Morning Action: What Are Conservatives Really Proposing Congress Do to Stop Obamacare?

OBAMACARE. It is typical of the Washington Establishment to mince words.  Some of them are trying to convince Americans that conservative lawmakers want to use a shutdown to defund Obamacare.

The mechanism that conservatives are actually suggesting lawmakers use to defund Obamacare is the continuing resolution (CR), not a shutdown per se.  Congress can fund everything else in the government while defunding Obamacare using the CRno shutdown needed.  However, if the Left wishes to throw a tantrum and shutdown the government by not accepting the CR, that is their prerogative. 

But as Heritage explains, a government shutdown is not the end of the world, either:

What the shutdown fearmongers are talking about is Congress reaching a budget impasse—which could happen for a variety of reasons, including disagreement over Obamacare funding. If Congress doesn’t pass legislation to continue funding the government, then when the previous funding expires, it “shuts down.”

“Shutdown” actually sounds more dire than it is. The government services that shut down are the non-essential ones. As Senator Ted Cruz (R-TX) said at Heritage’s Bloggers Briefing yesterday, this is what happens…every weekend. Have you ever tried to call the Department of Agriculture on a Saturday?

A “shutdown” would temporarily impair some government activities, but deficit spending, growing debt, and the burden of Obamacare will harm the economy and Americans’ opportunities and income permanently.

AMNESTY.  Proponents of comprehensive immigration reform will be investing heavily, spending time and money, to persuade Congress to their side during the August recess:

Fence-sitting House Republicans beware: Advocates for comprehensive immigration reform are coming for you during the August Congressional recess, planning hundreds of events and spending more than a million dollars on ads, all designed to bring you into the fold.

Immigration organizations, evangelical Christian groups, the business community, and big labor are all plotting a month-long push, aimed at turning the tide in the House towards finally reforming the nation’s immigration laws.

It’s unclear that supporters of reform can actually force it into reality: House Republicans are divided on the issue, with many conservatives aggressively pushing against comprehensive reform, insisting it will result in nothing more than de facto amnesty for the 11 million people living in the country illegally. And with the party headed up by an extremely weak leadership team, the notion they can force through a massive reform this year is at best suspect.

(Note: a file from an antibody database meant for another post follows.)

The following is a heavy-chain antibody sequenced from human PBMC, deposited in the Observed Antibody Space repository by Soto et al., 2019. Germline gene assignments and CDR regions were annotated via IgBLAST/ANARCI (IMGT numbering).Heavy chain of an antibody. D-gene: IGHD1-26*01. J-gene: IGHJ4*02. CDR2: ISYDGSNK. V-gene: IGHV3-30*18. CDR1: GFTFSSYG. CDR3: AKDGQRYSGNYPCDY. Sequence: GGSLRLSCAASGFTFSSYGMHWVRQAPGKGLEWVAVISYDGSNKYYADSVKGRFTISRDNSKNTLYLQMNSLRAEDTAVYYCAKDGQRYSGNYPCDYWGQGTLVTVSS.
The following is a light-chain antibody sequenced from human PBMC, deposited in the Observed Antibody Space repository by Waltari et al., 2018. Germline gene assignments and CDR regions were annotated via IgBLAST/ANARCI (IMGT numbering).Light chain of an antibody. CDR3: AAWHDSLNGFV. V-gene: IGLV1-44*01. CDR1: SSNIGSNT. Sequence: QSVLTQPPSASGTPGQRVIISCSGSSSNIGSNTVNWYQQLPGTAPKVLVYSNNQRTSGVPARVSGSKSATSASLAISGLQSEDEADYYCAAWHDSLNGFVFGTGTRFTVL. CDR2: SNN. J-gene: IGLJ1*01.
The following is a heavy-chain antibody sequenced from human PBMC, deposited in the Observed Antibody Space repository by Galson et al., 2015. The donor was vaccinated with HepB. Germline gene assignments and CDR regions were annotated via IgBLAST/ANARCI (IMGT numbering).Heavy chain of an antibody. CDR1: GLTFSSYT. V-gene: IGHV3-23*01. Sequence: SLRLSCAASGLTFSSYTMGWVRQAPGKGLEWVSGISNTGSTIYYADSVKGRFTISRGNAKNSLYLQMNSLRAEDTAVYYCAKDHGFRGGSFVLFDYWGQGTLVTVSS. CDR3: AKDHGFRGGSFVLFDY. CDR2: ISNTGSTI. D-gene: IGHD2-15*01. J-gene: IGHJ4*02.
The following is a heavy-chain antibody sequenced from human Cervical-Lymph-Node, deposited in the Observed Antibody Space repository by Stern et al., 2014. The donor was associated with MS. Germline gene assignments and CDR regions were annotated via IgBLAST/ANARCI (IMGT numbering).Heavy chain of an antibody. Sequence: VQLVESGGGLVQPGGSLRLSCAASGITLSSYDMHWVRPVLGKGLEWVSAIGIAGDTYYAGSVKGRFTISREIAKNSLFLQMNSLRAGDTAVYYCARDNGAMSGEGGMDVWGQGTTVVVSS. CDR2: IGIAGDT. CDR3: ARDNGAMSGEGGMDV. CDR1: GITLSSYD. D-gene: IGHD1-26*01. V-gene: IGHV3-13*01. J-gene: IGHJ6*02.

We are opposed to comprehensive legislation and to any legislation that leads to a conference committee on the Senate bill, because the result will almost certainly be an amnesty first approach.

GRAND BARGAIN. President Obama is having a difficult time selling his “Grand Bargain” tax plan to the GOP (sub. req’d):

Lawmakers regarded President Barack Obama’s latest attempt to engage them on an economic proposal as largely irrelevant Tuesday, with neither Democrats nor Republicans viewing it as an actual step forward toward breaking their ongoing budget impasse.

Obama delivered an address in Chattanooga, Tenn., outlining a broad framework “for the middle class” that, among other provisions, would include corporate tax changes, infrastructure projects and an increase in the minimum wage. The package, which the White House touted as a “grand bargain,” included a few items the GOP supports in isolation — closing tax loopholes to lower tax rates, for example. The offer was intended to be an olive branch to the GOP, because it didn’t include any tax increases.

But Republicans either shrugged off or slammed the White House proposal, saying it could undercut talks on either a larger budget framework or a comprehensive tax rewrite.

And they don’t think Obama is serious about working with them, anyway.

Heritage explains that the President’s proposal is not a “grand bargain” but a tax increase:

It is on the revenue neutrality requirement that President Obama’s bargain falls apart. Rather than use all the revenue that would come from closing loopholes to lower rates, he’d use some of that resulting revenue to increase spending. As a result, his plan would actually be yet another tax hike first; tax reform would come second. And the tax hike would blunt the positive growth effect that tax reform would create.

So what does he want to spend the higher tax revenue on? Infrastructure, of course! Widening roads, dredging ports, repairing older bridges, and working on the nation’s air traffic control system. How soon he forgets: He tried more spending on these things through the 2009 stimulus plan. Been there, done that—no jobs to show for it.

KEYSTONE. Mr. Obama is busy criticizing job estimate numbers for the Keystone pipeline project, but as Heritage reminds us, he forgets to take a look at his failed green jobs program:

President Obama criticized the job estimate numbers from the construction of the Keystone XL pipeline in an interview with The New York Times over the weekend, but if the president wants to complain about job creation, he should really take a look as his failed green jobs programs.

While there has been disagreement over the number of construction and permanent jobs Keystone XL will create, building and operating Keystone XL will result in real private-sector jobs that will grow our economy. This is much different than the President’s taxpayer-funded green jobs plan that merely siphons resources out of the market and forces pricier energy on the American public.

In the interview with the Times, President Obama laughed off the notion that Keystone XL would be a big jobs creator in the interview.


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